“Don’t waste your time and money. If that degree isn’t from an accredited school, potential employers won’t care that you have it,” advises G.I. Jobs, a website dedicated to giving guidance to veterans.

“Attending a school that is not accredited at all can mean leaving your education and your future up to chance. Schools that are not accredited are held to few or no standards or regulations,” says the University of Louisville’s online programs site.

And if you want federal financial aid to go to college, the institution you attend must be accredited, or else it can’t receive federal financial aid.

So is accreditation a good mark of quality?

It turns out that’s not so clear. At least not according to a recently released report from Stig Leschly, a senior lecturer at the Harvard Business School and CEO of College101, a nonprofit advocacy and research organization, and Yazmin Guzman, a research and data analyst with College101. The study offers significant reasons to be doubtful of accreditation’s value to students.

Start with the fact that of the 10 standards that federal policy dictates accreditors monitor, only one pertains to outcomes. The others pertain to inputs, such as an institution’s faculty, curricula, and facilities. These might or might not cause students to get great outcomes — or even correlate to outcomes.

A Wall Street Journal analysis of colleges that have lost their accreditation finds that “Nearly 350 out of more than 1,500 four-year colleges now accredited…have a lower graduation rate or higher student-loan default rate than the average among the colleges that were banished by the same accreditors since 2000.”

Mr. Leschly’s and Ms. Guzman’s new report, titled “Oversight of Academic Quality and Student Outcomes by Accreditors of US Higher Education,” adds fuel to Secretary of Education Arne Duncan’s famous quip that, “For the most part, accreditation agencies are watchdogs that don’t bite.”

It also represents one of the only deep dives into the disciplinary actions that accrediting agencies take. Among its findings was the reality check that “low graduation rates, high loan default rates, and low median student earnings did not increase the likelihood that an accreditor would take disciplinary action towards a college.”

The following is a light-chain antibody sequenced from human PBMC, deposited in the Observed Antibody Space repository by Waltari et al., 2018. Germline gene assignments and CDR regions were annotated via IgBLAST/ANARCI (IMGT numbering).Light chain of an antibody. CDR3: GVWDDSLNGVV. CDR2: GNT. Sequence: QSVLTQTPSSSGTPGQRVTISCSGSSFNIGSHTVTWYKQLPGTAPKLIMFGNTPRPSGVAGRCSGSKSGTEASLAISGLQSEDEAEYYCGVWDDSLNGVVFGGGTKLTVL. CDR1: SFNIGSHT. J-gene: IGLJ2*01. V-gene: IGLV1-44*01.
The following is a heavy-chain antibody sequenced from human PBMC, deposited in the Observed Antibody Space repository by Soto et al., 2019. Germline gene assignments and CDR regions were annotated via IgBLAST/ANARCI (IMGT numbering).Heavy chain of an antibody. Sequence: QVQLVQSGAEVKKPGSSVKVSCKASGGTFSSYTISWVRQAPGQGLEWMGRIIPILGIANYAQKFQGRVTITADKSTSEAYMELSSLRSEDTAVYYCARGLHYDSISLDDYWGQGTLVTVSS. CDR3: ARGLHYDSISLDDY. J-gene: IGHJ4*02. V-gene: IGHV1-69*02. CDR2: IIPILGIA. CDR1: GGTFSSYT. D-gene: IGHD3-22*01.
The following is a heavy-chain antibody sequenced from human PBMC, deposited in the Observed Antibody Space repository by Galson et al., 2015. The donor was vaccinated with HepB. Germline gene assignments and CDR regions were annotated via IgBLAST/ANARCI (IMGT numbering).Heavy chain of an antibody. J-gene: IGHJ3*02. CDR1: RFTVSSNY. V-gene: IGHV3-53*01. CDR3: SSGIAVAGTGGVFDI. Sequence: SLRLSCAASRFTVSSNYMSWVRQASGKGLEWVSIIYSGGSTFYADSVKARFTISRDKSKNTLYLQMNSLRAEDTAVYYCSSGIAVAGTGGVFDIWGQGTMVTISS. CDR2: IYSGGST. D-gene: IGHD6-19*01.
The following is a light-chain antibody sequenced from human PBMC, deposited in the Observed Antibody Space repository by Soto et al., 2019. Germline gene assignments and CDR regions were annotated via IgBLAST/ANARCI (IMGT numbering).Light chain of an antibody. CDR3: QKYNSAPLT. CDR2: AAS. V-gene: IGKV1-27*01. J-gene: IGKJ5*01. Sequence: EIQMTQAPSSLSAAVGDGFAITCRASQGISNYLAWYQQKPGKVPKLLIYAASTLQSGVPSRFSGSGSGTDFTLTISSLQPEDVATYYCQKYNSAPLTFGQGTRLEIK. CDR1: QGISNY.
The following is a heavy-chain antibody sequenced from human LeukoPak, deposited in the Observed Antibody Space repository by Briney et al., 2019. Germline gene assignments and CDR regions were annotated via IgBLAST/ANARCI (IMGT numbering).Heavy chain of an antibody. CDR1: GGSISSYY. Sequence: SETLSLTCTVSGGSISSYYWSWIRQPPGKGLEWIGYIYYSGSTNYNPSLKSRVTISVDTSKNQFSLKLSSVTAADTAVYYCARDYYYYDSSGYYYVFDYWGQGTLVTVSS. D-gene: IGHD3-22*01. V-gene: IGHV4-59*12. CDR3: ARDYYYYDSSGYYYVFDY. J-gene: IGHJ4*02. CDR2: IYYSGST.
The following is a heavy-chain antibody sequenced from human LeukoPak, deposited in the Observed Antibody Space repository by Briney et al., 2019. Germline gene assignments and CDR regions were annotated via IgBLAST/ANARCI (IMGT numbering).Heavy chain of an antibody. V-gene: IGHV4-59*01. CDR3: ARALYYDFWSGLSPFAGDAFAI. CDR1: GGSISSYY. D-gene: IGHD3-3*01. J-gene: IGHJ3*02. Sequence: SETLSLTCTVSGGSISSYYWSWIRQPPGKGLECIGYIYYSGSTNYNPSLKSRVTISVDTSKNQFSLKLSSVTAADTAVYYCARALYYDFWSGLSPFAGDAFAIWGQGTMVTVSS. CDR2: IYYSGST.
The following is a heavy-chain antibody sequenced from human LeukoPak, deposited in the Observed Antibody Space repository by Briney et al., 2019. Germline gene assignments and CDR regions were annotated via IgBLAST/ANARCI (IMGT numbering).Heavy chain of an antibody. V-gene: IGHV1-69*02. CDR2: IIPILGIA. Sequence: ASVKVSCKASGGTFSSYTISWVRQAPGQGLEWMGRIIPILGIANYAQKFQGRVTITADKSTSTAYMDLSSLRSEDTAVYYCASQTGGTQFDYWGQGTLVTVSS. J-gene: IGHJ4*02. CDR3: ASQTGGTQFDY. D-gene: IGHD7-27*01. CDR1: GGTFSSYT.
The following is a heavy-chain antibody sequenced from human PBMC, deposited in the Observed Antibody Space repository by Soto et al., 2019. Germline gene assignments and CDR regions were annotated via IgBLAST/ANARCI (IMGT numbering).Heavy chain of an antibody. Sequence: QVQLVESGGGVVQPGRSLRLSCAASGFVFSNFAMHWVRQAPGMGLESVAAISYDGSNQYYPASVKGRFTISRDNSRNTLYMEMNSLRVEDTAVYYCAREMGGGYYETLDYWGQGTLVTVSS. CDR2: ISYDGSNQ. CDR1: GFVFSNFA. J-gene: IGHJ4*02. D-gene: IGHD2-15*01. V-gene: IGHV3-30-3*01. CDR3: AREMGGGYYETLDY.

In other words, no matter how bad the student outcomes at an institution, accreditors were not more or less likely to discipline them. So much for accreditors holding schools to standards to protect students.

What’s more, only 11% of the 5,195 colleges in the report’s sample from the years between 2012 and 2021 experienced one or more disciplinary actions related to student outcomes or academic program quality. Of these, 64% were small, certificate-granting institutions, mainly beauty and barber schools.

That might be fine if colleges were producing great outcomes, but they aren’t. At public colleges, 38% of students don’t graduate within six years. It’s not much better at non-profit, private institutions where 32% don’t graduate from a four-year program within 6 years.

At the bottom-income quartile, those outcomes are even worse, as the graduation rate stands at just 11%.

Yet, of the disciplinary actions that accreditors levied against colleges, only 2.7% were for inadequate student outcomes or low-quality academic programming. According to the report, “The other 97.3 percent of formal oversight activity by accreditors was supportive of colleges or focused on non-academic matters (governance, finances, general compliance, etc.).”

This isn’t an academic matter. The colleges the report examined receive roughly $112 billion in federal financial aid each year. In other words, accreditors aren’t helping students funnel their federal financial aid dollars—which often come in the form of loans that, theoretically at least, should be repaid—to programs that are of higher quality.

Indeed, only 2% of the 13.9 million students overseen by regional accreditors attend colleges that were disciplined for poor academic quality or low student outcomes. To be fair to the accreditors, they weren’t created to monitor student outcomes. They were, instead, membership organizations that operated to support colleges with self-improvement.

In 1965, however, Congress tasked them with becoming the gatekeeper for federal dollars for all of higher education. What seems clear is whether for conflict-of-interest reasons—they still operate as membership organizations—or because they were never built to monitor student outcomes, accreditors just weren’t built to bite.

For many institutions, accreditors undoubtedly help — and not just by assisting them in gaining access to federal dollars. Their feedback and advice likely help certain schools reflect and improve. Yet, they aren’t great gatekeepers. It’s time to stop giving students bad advice as they seek to make good educational choices.

This piece was originally published in The New York Sun here.


  • Michael B. Horn
    Michael B. Horn

    Michael B. Horn is Co-Founder, Distinguished Fellow, and Chairman at the Christensen Institute.